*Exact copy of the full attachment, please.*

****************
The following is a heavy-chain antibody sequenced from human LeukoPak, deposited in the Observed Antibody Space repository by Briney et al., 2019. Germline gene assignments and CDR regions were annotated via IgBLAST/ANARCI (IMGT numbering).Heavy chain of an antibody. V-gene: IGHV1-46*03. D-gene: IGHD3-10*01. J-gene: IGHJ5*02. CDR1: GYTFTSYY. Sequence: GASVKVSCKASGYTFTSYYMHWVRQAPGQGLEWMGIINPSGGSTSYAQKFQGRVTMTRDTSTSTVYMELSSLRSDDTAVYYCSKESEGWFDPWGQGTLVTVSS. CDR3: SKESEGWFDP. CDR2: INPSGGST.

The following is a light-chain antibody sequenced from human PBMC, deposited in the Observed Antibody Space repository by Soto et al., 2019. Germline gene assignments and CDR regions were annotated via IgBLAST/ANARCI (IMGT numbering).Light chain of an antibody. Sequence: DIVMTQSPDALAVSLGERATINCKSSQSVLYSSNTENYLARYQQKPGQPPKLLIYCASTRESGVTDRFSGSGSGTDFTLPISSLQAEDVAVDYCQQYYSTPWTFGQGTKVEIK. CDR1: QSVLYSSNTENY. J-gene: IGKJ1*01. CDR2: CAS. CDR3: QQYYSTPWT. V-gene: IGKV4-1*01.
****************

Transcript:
The following is a heavy-chain antibody sequenced from human LeukoPak, deposited in the Observed Antibody Space repository by Briney et al., 2019. Germline gene assignments and CDR regions were annotated via IgBLAST/ANARCI (IMGT numbering).Heavy chain of an antibody. V-gene: IGHV1-46*03. D-gene: IGHD3-10*01. J-gene: IGHJ5*02. CDR1: GYTFTSYY. Sequence: GASVKVSCKASGYTFTSYYMHWVRQAPGQGLEWMGIINPSGGSTSYAQKFQGRVTMTRDTSTSTVYMELSSLRSDDTAVYYCSKESEGWFDPWGQGTLVTVSS. CDR3: SKESEGWFDP. CDR2: INPSGGST.

The following is a light-chain antibody sequenced from human PBMC, deposited in the Observed Antibody Space repository by Soto et al., 2019. Germline gene assignments and CDR regions were annotated via IgBLAST/ANARCI (IMGT numbering).Light chain of an antibody. Sequence: DIVMTQSPDALAVSLGERATINCKSSQSVLYSSNTENYLARYQQKPGQPPKLLIYCASTRESGVTDRFSGSGSGTDFTLPISSLQAEDVAVDYCQQYYSTPWTFGQGTKVEIK. CDR1: QSVLYSSNTENY. J-gene: IGKJ1*01. CDR2: CAS. CDR3: QQYYSTPWT. V-gene: IGKV4-1*01.